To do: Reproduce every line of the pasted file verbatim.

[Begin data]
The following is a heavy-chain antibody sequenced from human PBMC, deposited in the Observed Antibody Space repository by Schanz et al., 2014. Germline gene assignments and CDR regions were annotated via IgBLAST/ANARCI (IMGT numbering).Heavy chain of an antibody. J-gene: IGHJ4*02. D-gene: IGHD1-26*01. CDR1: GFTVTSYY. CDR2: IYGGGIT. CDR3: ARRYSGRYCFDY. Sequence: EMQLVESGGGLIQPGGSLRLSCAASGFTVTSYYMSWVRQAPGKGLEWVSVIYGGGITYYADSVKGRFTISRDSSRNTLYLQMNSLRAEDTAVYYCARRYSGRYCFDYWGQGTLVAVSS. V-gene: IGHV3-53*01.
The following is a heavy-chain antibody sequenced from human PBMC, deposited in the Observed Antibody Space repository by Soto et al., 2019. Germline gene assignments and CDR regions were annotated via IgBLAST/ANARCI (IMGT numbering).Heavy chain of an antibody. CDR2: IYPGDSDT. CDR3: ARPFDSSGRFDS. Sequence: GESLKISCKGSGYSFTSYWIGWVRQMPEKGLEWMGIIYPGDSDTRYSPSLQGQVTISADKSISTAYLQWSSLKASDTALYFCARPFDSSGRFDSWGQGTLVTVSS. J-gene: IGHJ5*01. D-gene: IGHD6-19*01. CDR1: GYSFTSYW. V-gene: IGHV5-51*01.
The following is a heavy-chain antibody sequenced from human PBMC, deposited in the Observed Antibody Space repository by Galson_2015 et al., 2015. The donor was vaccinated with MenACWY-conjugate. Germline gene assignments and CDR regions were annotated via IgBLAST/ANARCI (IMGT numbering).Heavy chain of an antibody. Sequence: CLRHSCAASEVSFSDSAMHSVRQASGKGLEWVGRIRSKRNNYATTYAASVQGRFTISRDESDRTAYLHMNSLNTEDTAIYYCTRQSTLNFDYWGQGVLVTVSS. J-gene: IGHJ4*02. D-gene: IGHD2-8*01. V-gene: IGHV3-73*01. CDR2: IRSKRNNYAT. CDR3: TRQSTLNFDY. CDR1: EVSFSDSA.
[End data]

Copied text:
The following is a heavy-chain antibody sequenced from human PBMC, deposited in the Observed Antibody Space repository by Schanz et al., 2014. Germline gene assignments and CDR regions were annotated via IgBLAST/ANARCI (IMGT numbering).Heavy chain of an antibody. J-gene: IGHJ4*02. D-gene: IGHD1-26*01. CDR1: GFTVTSYY. CDR2: IYGGGIT. CDR3: ARRYSGRYCFDY. Sequence: EMQLVESGGGLIQPGGSLRLSCAASGFTVTSYYMSWVRQAPGKGLEWVSVIYGGGITYYADSVKGRFTISRDSSRNTLYLQMNSLRAEDTAVYYCARRYSGRYCFDYWGQGTLVAVSS. V-gene: IGHV3-53*01.
The following is a heavy-chain antibody sequenced from human PBMC, deposited in the Observed Antibody Space repository by Soto et al., 2019. Germline gene assignments and CDR regions were annotated via IgBLAST/ANARCI (IMGT numbering).Heavy chain of an antibody. CDR2: IYPGDSDT. CDR3: ARPFDSSGRFDS. Sequence: GESLKISCKGSGYSFTSYWIGWVRQMPEKGLEWMGIIYPGDSDTRYSPSLQGQVTISADKSISTAYLQWSSLKASDTALYFCARPFDSSGRFDSWGQGTLVTVSS. J-gene: IGHJ5*01. D-gene: IGHD6-19*01. CDR1: GYSFTSYW. V-gene: IGHV5-51*01.
The following is a heavy-chain antibody sequenced from human PBMC, deposited in the Observed Antibody Space repository by Galson_2015 et al., 2015. The donor was vaccinated with MenACWY-conjugate. Germline gene assignments and CDR regions were annotated via IgBLAST/ANARCI (IMGT numbering).Heavy chain of an antibody. Sequence: CLRHSCAASEVSFSDSAMHSVRQASGKGLEWVGRIRSKRNNYATTYAASVQGRFTISRDESDRTAYLHMNSLNTEDTAIYYCTRQSTLNFDYWGQGVLVTVSS. J-gene: IGHJ4*02. D-gene: IGHD2-8*01. V-gene: IGHV3-73*01. CDR2: IRSKRNNYAT. CDR3: TRQSTLNFDY. CDR1: EVSFSDSA.